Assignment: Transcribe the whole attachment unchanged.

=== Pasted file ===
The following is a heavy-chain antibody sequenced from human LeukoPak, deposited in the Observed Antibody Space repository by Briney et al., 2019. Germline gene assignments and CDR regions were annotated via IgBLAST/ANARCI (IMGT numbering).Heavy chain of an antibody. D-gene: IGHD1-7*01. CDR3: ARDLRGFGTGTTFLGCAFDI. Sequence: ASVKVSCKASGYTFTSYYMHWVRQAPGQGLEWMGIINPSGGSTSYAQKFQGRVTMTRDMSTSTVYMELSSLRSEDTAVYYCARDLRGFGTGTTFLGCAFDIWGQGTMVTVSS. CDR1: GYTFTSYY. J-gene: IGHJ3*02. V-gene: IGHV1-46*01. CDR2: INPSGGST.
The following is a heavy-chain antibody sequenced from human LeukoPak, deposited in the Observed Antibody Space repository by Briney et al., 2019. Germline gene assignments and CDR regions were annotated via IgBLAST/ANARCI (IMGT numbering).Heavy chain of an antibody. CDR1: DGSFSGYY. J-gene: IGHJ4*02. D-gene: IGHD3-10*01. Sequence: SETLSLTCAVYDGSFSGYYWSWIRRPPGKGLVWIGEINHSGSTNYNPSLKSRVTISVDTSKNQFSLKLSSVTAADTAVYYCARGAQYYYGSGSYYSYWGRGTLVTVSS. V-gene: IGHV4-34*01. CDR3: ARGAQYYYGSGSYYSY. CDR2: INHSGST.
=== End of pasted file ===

The following is a heavy-chain antibody sequenced from human LeukoPak, deposited in the Observed Antibody Space repository by Briney et al., 2019. Germline gene assignments and CDR regions were annotated via IgBLAST/ANARCI (IMGT numbering).Heavy chain of an antibody. D-gene: IGHD1-7*01. CDR3: ARDLRGFGTGTTFLGCAFDI. Sequence: ASVKVSCKASGYTFTSYYMHWVRQAPGQGLEWMGIINPSGGSTSYAQKFQGRVTMTRDMSTSTVYMELSSLRSEDTAVYYCARDLRGFGTGTTFLGCAFDIWGQGTMVTVSS. CDR1: GYTFTSYY. J-gene: IGHJ3*02. V-gene: IGHV1-46*01. CDR2: INPSGGST.
The following is a heavy-chain antibody sequenced from human LeukoPak, deposited in the Observed Antibody Space repository by Briney et al., 2019. Germline gene assignments and CDR regions were annotated via IgBLAST/ANARCI (IMGT numbering).Heavy chain of an antibody. CDR1: DGSFSGYY. J-gene: IGHJ4*02. D-gene: IGHD3-10*01. Sequence: SETLSLTCAVYDGSFSGYYWSWIRRPPGKGLVWIGEINHSGSTNYNPSLKSRVTISVDTSKNQFSLKLSSVTAADTAVYYCARGAQYYYGSGSYYSYWGRGTLVTVSS. V-gene: IGHV4-34*01. CDR3: ARGAQYYYGSGSYYSY. CDR2: INHSGST.